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Anna McGahan

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Hookers, drug dealers, cocaine, murder and the 1920s – the perfect recipe for a TV success, right?

Australia’s most-watched show of 2011 – “Underbelly Razor” is now out on DVD, and Hugh had a chat with one of the stars –  the lovely Anna McGahan, who plays notorious prostitute Nellie Cameron.

Firstly Anna, congratulations on the success of “Underbelly Razor”, it has been hugely popular here in Australia. What’s the reaction been like for people coming up to you?

Really positive which has been wonderful and a real testament to the producers, the narrative, the history of this city (Sydney), I’ve been so thrilled to be part of it and I’ve received such lovely feedback. We really hoped it would be successful to people and that they’d invest in this story, and I think it’s paid off.

Yeah I think it’s such a powerful story, it’s about a lifestyle that’s well and truly gone away in this day and age- so I think it’s one that’s a bit exciting to watch- do you think that’s true?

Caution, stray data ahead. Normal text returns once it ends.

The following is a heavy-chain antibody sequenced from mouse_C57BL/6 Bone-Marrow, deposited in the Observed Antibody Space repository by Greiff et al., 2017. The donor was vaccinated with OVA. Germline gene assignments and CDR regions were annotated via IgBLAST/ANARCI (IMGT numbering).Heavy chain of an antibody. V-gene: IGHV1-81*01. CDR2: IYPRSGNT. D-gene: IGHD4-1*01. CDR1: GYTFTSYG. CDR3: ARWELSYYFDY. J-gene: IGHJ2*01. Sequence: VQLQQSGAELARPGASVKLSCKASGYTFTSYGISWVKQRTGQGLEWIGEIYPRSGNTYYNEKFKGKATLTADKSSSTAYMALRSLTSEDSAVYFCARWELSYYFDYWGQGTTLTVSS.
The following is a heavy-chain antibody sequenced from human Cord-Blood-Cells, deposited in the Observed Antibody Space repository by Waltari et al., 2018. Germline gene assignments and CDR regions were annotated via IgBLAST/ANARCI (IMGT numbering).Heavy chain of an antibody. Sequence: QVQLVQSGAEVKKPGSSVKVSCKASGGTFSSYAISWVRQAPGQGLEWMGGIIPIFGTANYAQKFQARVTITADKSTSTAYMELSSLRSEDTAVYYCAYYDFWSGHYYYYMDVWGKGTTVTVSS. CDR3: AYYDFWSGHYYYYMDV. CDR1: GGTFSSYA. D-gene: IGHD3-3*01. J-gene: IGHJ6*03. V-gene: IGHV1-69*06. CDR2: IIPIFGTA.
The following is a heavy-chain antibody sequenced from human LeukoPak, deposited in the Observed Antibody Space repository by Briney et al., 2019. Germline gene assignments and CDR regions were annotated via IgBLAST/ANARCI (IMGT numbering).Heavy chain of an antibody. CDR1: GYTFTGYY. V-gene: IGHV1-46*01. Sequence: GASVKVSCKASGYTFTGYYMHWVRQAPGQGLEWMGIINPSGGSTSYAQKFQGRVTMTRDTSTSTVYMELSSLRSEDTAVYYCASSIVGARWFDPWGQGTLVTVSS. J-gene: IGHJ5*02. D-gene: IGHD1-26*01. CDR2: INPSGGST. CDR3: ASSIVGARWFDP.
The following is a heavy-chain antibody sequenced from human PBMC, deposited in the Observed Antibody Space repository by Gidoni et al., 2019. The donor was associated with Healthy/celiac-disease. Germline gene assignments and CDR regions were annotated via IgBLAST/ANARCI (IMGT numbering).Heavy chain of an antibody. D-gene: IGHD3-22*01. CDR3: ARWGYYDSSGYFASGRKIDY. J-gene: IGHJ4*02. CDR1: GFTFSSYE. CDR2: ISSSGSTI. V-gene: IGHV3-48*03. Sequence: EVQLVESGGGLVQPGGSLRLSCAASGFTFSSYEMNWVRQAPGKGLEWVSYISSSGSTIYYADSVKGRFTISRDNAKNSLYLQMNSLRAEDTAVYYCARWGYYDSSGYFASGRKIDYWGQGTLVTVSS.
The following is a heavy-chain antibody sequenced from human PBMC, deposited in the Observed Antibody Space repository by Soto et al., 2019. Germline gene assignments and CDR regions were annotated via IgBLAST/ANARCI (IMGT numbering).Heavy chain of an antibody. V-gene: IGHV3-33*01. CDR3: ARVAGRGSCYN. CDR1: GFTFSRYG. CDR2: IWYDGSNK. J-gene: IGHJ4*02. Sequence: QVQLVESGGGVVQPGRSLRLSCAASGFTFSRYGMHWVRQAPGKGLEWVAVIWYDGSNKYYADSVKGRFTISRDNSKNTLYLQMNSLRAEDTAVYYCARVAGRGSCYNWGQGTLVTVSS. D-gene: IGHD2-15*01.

Totally, it’s a different flavour of Sydney. There are streets that are unrecognisable and those personalities that are clearly Australian that we strangely recognise, but it’s astounding to think these people existed.

And you look at the imagery and the way the show was filmed and you think- “I walk down that street in Surry Hills or Darlinghurst almost every day, and it’s almost completely unrecognisable”- and for me being a Sydney boy, born and raised, it was great to see that.

Oh totally, I mean we were at the Tradesman’s Arms [pub] last night and drinking there, and being there at this pub that these characters frequented, you know, it’s such a thrill!

So what was the challenge for you as an actor to get into that role of the era of the 1920s/30s Sydney?

I thought it would be more difficult than it was, to be honest. I mean I did a lot of research before we started filming, especially into Nellie and the time period and that area; you know I visited the area so I got a great sense of what it was like now and what it would have been like back then. But it’s not until you step on the set in these incredible costumes and you step onto what looks like 1920s Sydney, they recreated it so perfectly that it fooled you, and I felt like it was really slipping into that time period. Those mannerisms came very easily once the ball started rolling.

And of course your character is based on a real person – Nellie Cameron, the famous prostitute. What research did you do to get into that character?